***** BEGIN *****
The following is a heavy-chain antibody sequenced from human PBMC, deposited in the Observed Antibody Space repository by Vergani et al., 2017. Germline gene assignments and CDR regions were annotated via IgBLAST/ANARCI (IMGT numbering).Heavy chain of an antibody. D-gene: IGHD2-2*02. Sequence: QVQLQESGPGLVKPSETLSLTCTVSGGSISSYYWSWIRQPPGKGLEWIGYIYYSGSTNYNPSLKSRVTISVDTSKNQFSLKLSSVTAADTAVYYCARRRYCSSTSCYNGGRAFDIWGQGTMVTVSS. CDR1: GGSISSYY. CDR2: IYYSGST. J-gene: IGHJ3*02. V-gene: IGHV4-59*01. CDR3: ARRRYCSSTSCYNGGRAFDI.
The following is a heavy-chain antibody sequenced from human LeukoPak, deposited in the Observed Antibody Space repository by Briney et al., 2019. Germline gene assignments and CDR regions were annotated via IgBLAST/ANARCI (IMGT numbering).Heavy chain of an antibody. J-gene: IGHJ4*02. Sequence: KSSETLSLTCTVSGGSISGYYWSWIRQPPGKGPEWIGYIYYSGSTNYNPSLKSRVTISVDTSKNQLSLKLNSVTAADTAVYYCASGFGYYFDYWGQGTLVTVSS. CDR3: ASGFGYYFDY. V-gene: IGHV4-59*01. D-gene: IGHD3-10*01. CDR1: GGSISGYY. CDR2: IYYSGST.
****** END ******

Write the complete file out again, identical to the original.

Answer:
The following is a heavy-chain antibody sequenced from human PBMC, deposited in the Observed Antibody Space repository by Vergani et al., 2017. Germline gene assignments and CDR regions were annotated via IgBLAST/ANARCI (IMGT numbering).Heavy chain of an antibody. D-gene: IGHD2-2*02. Sequence: QVQLQESGPGLVKPSETLSLTCTVSGGSISSYYWSWIRQPPGKGLEWIGYIYYSGSTNYNPSLKSRVTISVDTSKNQFSLKLSSVTAADTAVYYCARRRYCSSTSCYNGGRAFDIWGQGTMVTVSS. CDR1: GGSISSYY. CDR2: IYYSGST. J-gene: IGHJ3*02. V-gene: IGHV4-59*01. CDR3: ARRRYCSSTSCYNGGRAFDI.
The following is a heavy-chain antibody sequenced from human LeukoPak, deposited in the Observed Antibody Space repository by Briney et al., 2019. Germline gene assignments and CDR regions were annotated via IgBLAST/ANARCI (IMGT numbering).Heavy chain of an antibody. J-gene: IGHJ4*02. Sequence: KSSETLSLTCTVSGGSISGYYWSWIRQPPGKGPEWIGYIYYSGSTNYNPSLKSRVTISVDTSKNQLSLKLNSVTAADTAVYYCASGFGYYFDYWGQGTLVTVSS. CDR3: ASGFGYYFDY. V-gene: IGHV4-59*01. D-gene: IGHD3-10*01. CDR1: GGSISGYY. CDR2: IYYSGST.